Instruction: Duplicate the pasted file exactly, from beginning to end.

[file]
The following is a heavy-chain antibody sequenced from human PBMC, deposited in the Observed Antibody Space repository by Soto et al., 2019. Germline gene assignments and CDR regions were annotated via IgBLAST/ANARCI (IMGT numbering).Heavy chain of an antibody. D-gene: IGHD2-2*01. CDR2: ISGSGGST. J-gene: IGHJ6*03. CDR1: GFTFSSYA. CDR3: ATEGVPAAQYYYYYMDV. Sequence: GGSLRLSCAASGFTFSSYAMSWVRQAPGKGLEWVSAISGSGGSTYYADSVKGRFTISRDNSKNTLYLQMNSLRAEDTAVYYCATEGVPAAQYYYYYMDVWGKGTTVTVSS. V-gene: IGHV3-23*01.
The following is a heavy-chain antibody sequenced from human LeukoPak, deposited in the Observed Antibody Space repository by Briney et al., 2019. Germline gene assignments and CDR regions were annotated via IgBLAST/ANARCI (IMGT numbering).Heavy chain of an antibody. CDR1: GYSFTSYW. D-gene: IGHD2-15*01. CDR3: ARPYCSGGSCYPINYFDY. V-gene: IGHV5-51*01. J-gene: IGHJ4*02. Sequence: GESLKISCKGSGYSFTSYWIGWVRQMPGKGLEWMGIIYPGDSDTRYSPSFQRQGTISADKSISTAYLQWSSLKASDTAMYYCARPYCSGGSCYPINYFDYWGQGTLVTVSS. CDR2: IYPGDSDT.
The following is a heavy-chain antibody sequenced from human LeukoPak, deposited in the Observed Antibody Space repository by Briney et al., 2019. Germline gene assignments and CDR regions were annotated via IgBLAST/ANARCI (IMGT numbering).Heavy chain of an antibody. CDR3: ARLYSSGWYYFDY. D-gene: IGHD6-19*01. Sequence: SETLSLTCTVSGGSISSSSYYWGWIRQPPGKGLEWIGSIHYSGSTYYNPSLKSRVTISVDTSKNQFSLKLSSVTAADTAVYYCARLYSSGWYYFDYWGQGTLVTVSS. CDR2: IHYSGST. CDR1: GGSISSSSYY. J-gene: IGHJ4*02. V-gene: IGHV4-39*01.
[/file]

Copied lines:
The following is a heavy-chain antibody sequenced from human PBMC, deposited in the Observed Antibody Space repository by Soto et al., 2019. Germline gene assignments and CDR regions were annotated via IgBLAST/ANARCI (IMGT numbering).Heavy chain of an antibody. D-gene: IGHD2-2*01. CDR2: ISGSGGST. J-gene: IGHJ6*03. CDR1: GFTFSSYA. CDR3: ATEGVPAAQYYYYYMDV. Sequence: GGSLRLSCAASGFTFSSYAMSWVRQAPGKGLEWVSAISGSGGSTYYADSVKGRFTISRDNSKNTLYLQMNSLRAEDTAVYYCATEGVPAAQYYYYYMDVWGKGTTVTVSS. V-gene: IGHV3-23*01.
The following is a heavy-chain antibody sequenced from human LeukoPak, deposited in the Observed Antibody Space repository by Briney et al., 2019. Germline gene assignments and CDR regions were annotated via IgBLAST/ANARCI (IMGT numbering).Heavy chain of an antibody. CDR1: GYSFTSYW. D-gene: IGHD2-15*01. CDR3: ARPYCSGGSCYPINYFDY. V-gene: IGHV5-51*01. J-gene: IGHJ4*02. Sequence: GESLKISCKGSGYSFTSYWIGWVRQMPGKGLEWMGIIYPGDSDTRYSPSFQRQGTISADKSISTAYLQWSSLKASDTAMYYCARPYCSGGSCYPINYFDYWGQGTLVTVSS. CDR2: IYPGDSDT.
The following is a heavy-chain antibody sequenced from human LeukoPak, deposited in the Observed Antibody Space repository by Briney et al., 2019. Germline gene assignments and CDR regions were annotated via IgBLAST/ANARCI (IMGT numbering).Heavy chain of an antibody. CDR3: ARLYSSGWYYFDY. D-gene: IGHD6-19*01. Sequence: SETLSLTCTVSGGSISSSSYYWGWIRQPPGKGLEWIGSIHYSGSTYYNPSLKSRVTISVDTSKNQFSLKLSSVTAADTAVYYCARLYSSGWYYFDYWGQGTLVTVSS. CDR2: IHYSGST. CDR1: GGSISSSSYY. J-gene: IGHJ4*02. V-gene: IGHV4-39*01.